Celebrated film and movie composer, arranger, performer and symphony conductor Enrico Nicola (Henry) Mancini won twenty Grammy and four Academy awards, plus a Golden Globe, and a few others, while recording nearly one hundred albums in his lifetime of music. He was a globally respected public figure—a maestro—who performed at the White House for three presidents, and for the British Royal Family on three occasions.
Mancini’s expertise spanned the classical, pop, rock and jazz genres. He is often cited as the composer who brought jazz to film scoring. His collaborations with filmmaker Blake Edwards included some of his most widely received scores, such as “Breakfast at Tiffany’s,” “Peter Gunn,” “The Great Race,” and “The Pink Panther.”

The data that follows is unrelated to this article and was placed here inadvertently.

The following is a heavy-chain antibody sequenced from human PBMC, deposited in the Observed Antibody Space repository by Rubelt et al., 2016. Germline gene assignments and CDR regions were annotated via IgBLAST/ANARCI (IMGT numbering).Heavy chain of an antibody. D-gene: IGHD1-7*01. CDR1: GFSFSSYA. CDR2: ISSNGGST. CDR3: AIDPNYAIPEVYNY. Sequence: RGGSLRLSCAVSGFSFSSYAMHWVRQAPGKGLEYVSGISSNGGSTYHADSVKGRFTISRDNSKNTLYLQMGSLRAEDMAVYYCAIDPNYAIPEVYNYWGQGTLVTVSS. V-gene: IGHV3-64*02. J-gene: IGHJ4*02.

In his autobiography, Did They Mention the Music?, Mancini discusses his process of pre-selecting the musicians for whom he would write, to bring out the unique personality and character that particular musician possessed. For “The Pink Panther” theme, Mancini sought out the distinguished saxophonist Plas Johnson to play the song’s contagious theme. Johnson’s storied career includes credits alongside Ella Fitzgerald, Nat “King” Cole, Ray Charles, Quincy Jones, B.B. King, Smokey Robinson, Steely Dan, Frank Sinatra, and many, many others.